Greek legend has it that coral grew from the spilled blood of Medusa Gorgon, defeated by Perseus. One type of bright red coral is called a “gorgonid.

This material is devoted to the physical properties and use in jewelry of this most living of stones.

The origin and physical properties of coral

Coral is the fossilized skeleton of coral polyps. These bioherms are called “anthozoa,” which means “flower plants.” They are tiny living creatures that live in colonies. There are about 6,000 species of bioherms, some with calcareous and protein skeletons. Their clusters form coral reefs and even islands.

Thin calcite needles form a unique coral structure that cannot be imitated. The color palette includes shades of red and pink, white, black, and even a rare blue. The pattern can be striped or zoned and has a cellular structure.

It is a brittle material – only 3.5-4 hardness on the Mohs scale. It consists of calcium carbonate and organic protein, so it is not resistant to acids and high temperatures. It is worth taking these properties into consideration when taking care of your jewelry.

Coral in jewelry: history and present times

Coral has been used for jewelry since Ancient Egypt, thanks to its easy processing. It served as a talisman in different countries. For example, in ancient Greece and Rome, it was believed to protect against evil spells, storms and disarm poisons.

Coral not only protected but also enchanted. These stones have managed to gain a foothold in jewelry tradition even in places far from their origins. For example, since the 17th century, they became part of the traditional jewelry of the Native Americans. The Spanish conquerors introduced them to this material.

Coral beads are a characteristic feature of Ukrainian folk costume, which served as a marker of wealth. By the number of strings and the size of beads, one could determine the family’s prosperity. As a rule such beads were made by girls themselves from the purchased beads. Read more about Ukrainian folk jewelry in our separate article.

Of course, the coral jewelry was spread near the places of extraction. First of all – in the Mediterranean Sea, on the coast of Portugal, West Africa, Hawaii, around Japan and Taiwan.

Coral jewelry was made famous in Italy. Particularly impressive are the intricate narrative cameos.

These stones were often used in jewelry in the 17th-19th centuries. In the late 18th and early 19th centuries, it was all about turning to Ancient Greece in fashion. In turn, a little later, the Victorian era paid a lot of attention to symbolism, and coral is rich in stories and associations.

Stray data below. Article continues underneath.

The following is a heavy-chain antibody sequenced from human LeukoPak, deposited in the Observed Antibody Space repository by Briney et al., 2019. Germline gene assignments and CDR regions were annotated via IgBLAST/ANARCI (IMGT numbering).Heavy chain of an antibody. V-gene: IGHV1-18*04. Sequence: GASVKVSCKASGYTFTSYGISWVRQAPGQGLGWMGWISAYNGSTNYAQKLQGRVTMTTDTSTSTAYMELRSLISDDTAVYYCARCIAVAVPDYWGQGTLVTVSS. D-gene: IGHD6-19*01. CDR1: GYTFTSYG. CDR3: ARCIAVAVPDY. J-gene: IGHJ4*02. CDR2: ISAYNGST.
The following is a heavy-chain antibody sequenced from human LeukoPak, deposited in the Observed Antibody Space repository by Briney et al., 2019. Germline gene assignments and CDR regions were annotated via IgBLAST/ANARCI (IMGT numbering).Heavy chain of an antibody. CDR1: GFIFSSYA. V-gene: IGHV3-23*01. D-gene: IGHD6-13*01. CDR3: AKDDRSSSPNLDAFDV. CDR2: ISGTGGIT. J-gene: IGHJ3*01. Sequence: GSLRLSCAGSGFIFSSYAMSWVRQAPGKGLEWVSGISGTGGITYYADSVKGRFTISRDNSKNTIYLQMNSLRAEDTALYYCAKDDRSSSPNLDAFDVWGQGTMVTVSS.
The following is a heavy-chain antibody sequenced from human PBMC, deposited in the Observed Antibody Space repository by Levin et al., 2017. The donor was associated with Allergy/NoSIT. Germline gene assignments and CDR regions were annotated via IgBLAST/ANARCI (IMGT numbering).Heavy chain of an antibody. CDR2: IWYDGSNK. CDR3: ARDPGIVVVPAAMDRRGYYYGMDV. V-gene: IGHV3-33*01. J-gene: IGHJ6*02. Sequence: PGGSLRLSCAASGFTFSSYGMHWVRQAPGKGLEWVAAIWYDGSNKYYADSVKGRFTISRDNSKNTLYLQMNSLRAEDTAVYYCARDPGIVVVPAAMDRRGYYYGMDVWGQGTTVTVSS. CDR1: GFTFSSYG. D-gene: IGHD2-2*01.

Coral embellishments, imitations and substitutes

Like any jewelry, coral is treated and ennobled. For example, they are filled with wax to remove any irregularities. Polishing is used to add luster, as natural coral has a matte surface. For a familiar bright hue, corals are tinted.

There is nothing wrong with such operations, especially if the buyer has been warned about them. They are worth taking into consideration when taking care of them.

Because of the high price, corals are imitated and faked. Dyed hovlite and quartzite are most often used for this purpose. These two minerals are heavier. The easiest and cheapest imitations of coral are made from plastic, glass and resin.

There has been an attempt to synthesize coral. In 1976, Pierre Gilson created a plausible imitation coral from natural calcite with dye. It has a similar composition, color and density to coral, but without the characteristic structure.

As with other natural stones, coral is not uniform in color. Its natural coloring is distinguished by the transition of shades, which often distinguishes it from imitation.

How to care for coral jewelry

The softness of coral makes it easy to handle, but at the same time sensitive to damage. It crumbles, poorly tolerates temperature jumps, high humidity and excessive dryness. It is adversely affected by alcohol. The ideal place to store jewelry with this stone is a tissue paper in an open basket.

General recommendations for coral are also relevant: protect it from shocks and chemical attack, do not use abrasives in cleaning, and put it on at the end of the toilet after using cosmetics.

You can read about the nuances of storing and caring for other stones in our other article.

The ethics of coral using

The popularity of coral in jewelry has taken its toll on the ecosystem and led to coral’s extinction. New coral jewelry raises many questions about its ethics along with ivory, fur, butterfly wings and bird feathers. Because of these factors, vintage and antique pieces are increasing in value every year.

In addition to past unsustainable use, coral reefs are also suffering because of poor ecology and climate change.

Some coral species are endangered and protected by law. More than 180 countries have restricted exports of red corals harvested after 1969.

In 2002, Tiffany & Co. stopped producing jewelry and to this day cooperates with organizations that support the environment.

So, having served as a talisman for people for centuries, coral reefs themselves now need to be protected and preserved.

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